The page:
Who pays taxes?

money2.jpgFrom Verum Serum:

The bottom 50% of earners pay $0 in Federal Income Taxes.  ZERO.

The top 1% of earners pay 40.5% of taxes.  Got that?  Those evil rich people that make up 1% of the country pay for 40% of everything — national defense, entitlements, etc.

The top 5% pay 60.6% of taxes.

The top 10% pay 71.2% of taxes.

And so on.

The top 10% of earners in this country should get thank-you cards from everyone else, not disdain from the liberal politicians and media.

And let’s not forget how greedy our current leaders are when it comes to charitable giving.  They market themselves as champions of the poor but they profit by keeping the poor down, and they don’t give out of their own pockets.

0 thoughts on “Who pays taxes?”

  1. Yes, we should send them thank you notes. How many of us have jobs because someone is rich? I know I put myself through seminary working for a rich man. There were also about 45 other employees as well. Our goal: work hard so that he got even richer. We wanted the company to do well because it meant we did well too. He was very generous and I’m glad I had the opportunity to work for him.

    BTW, the company fell on hard times recently and he spent millions of his own money trying to keep it afloat.


    1. How many of those rich people have their wealth because people are willing to work for $6 an hour? How many are wealthy because people overseas are willing to work for $6 a week?

      I will not criticize the wealthy for working to obtain their riches, as I would do the same, but they must realize that their ability to be wealthy is entirely dependant on the pyramid of people below them that consume the goods or services that helped to accrue the wealth.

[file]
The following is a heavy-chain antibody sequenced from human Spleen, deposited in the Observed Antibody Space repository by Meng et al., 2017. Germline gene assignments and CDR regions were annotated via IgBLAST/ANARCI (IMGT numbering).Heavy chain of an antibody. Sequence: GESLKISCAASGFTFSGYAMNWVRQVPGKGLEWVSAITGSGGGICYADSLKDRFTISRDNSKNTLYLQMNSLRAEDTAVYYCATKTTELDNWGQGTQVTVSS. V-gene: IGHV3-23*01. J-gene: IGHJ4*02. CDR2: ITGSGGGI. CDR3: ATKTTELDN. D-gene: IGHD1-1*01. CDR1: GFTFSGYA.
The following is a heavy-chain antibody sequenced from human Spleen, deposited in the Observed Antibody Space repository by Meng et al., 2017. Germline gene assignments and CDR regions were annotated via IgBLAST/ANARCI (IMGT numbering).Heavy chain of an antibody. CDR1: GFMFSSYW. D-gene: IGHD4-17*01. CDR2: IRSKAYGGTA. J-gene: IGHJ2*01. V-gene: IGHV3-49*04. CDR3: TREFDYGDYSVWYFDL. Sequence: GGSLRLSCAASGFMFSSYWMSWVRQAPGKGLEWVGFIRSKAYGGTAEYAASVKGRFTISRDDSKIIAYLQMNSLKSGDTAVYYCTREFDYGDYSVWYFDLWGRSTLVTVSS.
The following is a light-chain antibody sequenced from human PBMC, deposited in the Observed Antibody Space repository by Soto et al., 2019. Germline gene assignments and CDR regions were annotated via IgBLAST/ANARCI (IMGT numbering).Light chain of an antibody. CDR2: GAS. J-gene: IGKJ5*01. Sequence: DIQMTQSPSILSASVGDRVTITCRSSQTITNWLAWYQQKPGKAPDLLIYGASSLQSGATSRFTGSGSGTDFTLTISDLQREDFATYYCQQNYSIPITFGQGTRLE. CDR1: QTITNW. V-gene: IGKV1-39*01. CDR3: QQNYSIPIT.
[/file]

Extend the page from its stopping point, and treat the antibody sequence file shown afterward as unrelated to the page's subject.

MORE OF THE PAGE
Having a lot of money requires that other people have less, which is our system, and I don’t have a problem with it, but maybe the wealthy should send out a few thank you notes as well.


      1. They do send thank-you notes. They have the faces of Presidents on them. If you think they should make more then by all means risk your capital, start a business and do so.

        Sent from my iPhone


      2. “Having a lot of money requires that other people have less”

        This is horribly untrue. Having a lot of money requires doing what most people won’t do or can’t do. Having a lot of money requires providing a newer or better product or service at a better price than existing products or services of the same type (or products or services that didn’t exist until the rich guy invented it).

        If you want to provide a product or service to as many people as possible (which is where the money comes from) you are perfectly free to pay your employees the same rate of pay that you get. For many entrepreneurs, that can mean NO INCOME for the first six months to two years. Who would work for nothing? Not too many people who aren’t the entrepreneurs.

        Everyone has the right to negotiate the best deal they can get. If a regular job provider won’t budge on his starting salary offer, you then have the right to go elsewhere. If no other options present themselves, then you have no bargaining power. That’s OK. If you still won’t take the gig, someone else will. What is offered isn’t simply a number picked by throwing darts. The owner thinks in terms of what the job is worth on the current market and then adjusts according to his plans. If he can’t get any workers, he’ll offer more. If the wage reduces company profits (not to be confused with the owners’ personal income) then the next guy will get less.

        Demand for “living wages” and other tug-at-the-heart-strings ploys have made job creation harder. Now that some are getting more for their starting wage, fewer have jobs to pay them anything.

        Wealth creation for the average joe isn’t any different than it is for the rich guy. Use, spend and invest the money you DO have wisely. Anyone who has a 401K or similar plan, has had the idea of compounding interest explained to them. This isn’t rocket science. Out of every paycheck, a percentage should be put aside for God, retirement and investment. Live on what’s left. If you’ve already filled your life with expenses, like homes, furniture, flat-screens, fancy cars, and children, before you can afford them, then it will be harder, but that’s not anyone else’s problem but your own. It’s not the employer’s fault you did things backwards. (This is not a rant toward Ryan, specifically, but to everyone who complains the same way.)

        The bottom line is that what the wealthy has is no impediment to what anyone else can have if they are willing to employ the same strategies the rich folk employ.